The NYPD later deemed the threat a swatting incident, and the school cleared three impacted buildings -- Lerner Hall, Butler Hall and Carman Hall -- for occupancy.
Andy Costello, a former NYPD deputy inspector of police, said squatting has two meanings. One is when someone makes a fake threat to distract police before committing a crime somewhere else.
"But it's morphed into a term where people make fake bomb threats simultaneously at different locations, just to attract and move police resources to them," Costello said.
For a time, there were some tense moments Sunday, CBS2's Cory James reported.
Cole Fitzgibbons and his roommate, Christian Gomes, said they received an alarming text message that went out to Columbia students.
"At that point, we just took our stuff and we just dipped," Fitzgibbons said.
But Gomes said after they made it out he learned -- at the same time -- college friends of his were also evacuating at Cornell University upstate and Brown University in Rhode Island because of similar threats.
"And it happened at Yale a couple days ago. I don't know if it's like targeting the Ivys," Gomes said.
Nikolas Martin goes to Cornell, but was in New York City when his school sent an urgent evacuation text.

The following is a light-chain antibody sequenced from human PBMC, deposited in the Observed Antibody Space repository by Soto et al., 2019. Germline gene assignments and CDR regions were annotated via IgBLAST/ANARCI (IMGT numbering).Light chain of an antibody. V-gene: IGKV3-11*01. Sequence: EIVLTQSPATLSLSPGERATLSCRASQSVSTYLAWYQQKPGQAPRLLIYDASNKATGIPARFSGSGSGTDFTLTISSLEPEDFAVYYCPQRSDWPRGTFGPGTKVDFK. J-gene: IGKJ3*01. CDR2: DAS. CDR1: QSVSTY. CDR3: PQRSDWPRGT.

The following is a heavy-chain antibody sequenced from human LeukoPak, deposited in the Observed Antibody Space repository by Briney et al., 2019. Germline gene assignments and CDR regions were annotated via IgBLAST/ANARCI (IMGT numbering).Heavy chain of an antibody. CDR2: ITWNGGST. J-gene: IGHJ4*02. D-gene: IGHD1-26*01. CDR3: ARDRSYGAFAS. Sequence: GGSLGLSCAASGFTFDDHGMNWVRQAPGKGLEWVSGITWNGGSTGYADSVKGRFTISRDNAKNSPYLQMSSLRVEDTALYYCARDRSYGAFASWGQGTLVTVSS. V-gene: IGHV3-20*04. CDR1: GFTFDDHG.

"It was shocking," Martin said. "I became worried. I called all of my friends that were on campus still, and tried to make sure that everybody was safe and tried to figure out what was happening."
The NYPD said the threat at Columbia started after someone called security at around 2:30 p.m. reporting multiple bombs on campus.
In a statement, a university spokesperson said, in part, "The University proceeded with an immediate evacuation of the buildings identified in the threat. Following an investigation, the threats were deemed not credible by the NYPD and the campus buildings have been cleared for occupancy. We thank those individuals affected for their patience and cooperation in evacuating."
It was a positive ending, but a scary situation for everyone at all campuses that were put on high alert.
"I thought it was a hoax at first, but then it seemed like it was a real thing," Fitzgibbons said.
Authorities said the threats made at Cornell and Brown were also not deemed credible.
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